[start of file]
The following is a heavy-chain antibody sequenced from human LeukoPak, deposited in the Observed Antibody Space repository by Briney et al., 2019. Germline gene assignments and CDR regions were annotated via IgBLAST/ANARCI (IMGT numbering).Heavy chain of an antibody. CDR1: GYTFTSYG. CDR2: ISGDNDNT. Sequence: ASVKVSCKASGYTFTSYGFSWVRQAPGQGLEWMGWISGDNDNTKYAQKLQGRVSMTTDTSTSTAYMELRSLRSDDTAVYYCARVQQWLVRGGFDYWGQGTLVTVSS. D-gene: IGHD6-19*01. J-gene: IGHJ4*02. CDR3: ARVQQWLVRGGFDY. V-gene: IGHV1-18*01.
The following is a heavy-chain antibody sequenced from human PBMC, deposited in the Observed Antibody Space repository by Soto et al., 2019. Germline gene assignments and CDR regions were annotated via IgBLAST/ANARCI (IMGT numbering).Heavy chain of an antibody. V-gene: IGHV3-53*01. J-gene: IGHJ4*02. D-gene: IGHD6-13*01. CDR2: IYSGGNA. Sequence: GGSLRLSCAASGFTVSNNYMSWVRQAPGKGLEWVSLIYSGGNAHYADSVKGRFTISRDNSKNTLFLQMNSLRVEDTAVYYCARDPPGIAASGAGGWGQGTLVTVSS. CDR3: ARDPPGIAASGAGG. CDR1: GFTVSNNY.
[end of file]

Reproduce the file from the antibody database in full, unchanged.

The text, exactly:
The following is a heavy-chain antibody sequenced from human LeukoPak, deposited in the Observed Antibody Space repository by Briney et al., 2019. Germline gene assignments and CDR regions were annotated via IgBLAST/ANARCI (IMGT numbering).Heavy chain of an antibody. CDR1: GYTFTSYG. CDR2: ISGDNDNT. Sequence: ASVKVSCKASGYTFTSYGFSWVRQAPGQGLEWMGWISGDNDNTKYAQKLQGRVSMTTDTSTSTAYMELRSLRSDDTAVYYCARVQQWLVRGGFDYWGQGTLVTVSS. D-gene: IGHD6-19*01. J-gene: IGHJ4*02. CDR3: ARVQQWLVRGGFDY. V-gene: IGHV1-18*01.
The following is a heavy-chain antibody sequenced from human PBMC, deposited in the Observed Antibody Space repository by Soto et al., 2019. Germline gene assignments and CDR regions were annotated via IgBLAST/ANARCI (IMGT numbering).Heavy chain of an antibody. V-gene: IGHV3-53*01. J-gene: IGHJ4*02. D-gene: IGHD6-13*01. CDR2: IYSGGNA. Sequence: GGSLRLSCAASGFTVSNNYMSWVRQAPGKGLEWVSLIYSGGNAHYADSVKGRFTISRDNSKNTLFLQMNSLRVEDTAVYYCARDPPGIAASGAGGWGQGTLVTVSS. CDR3: ARDPPGIAASGAGG. CDR1: GFTVSNNY.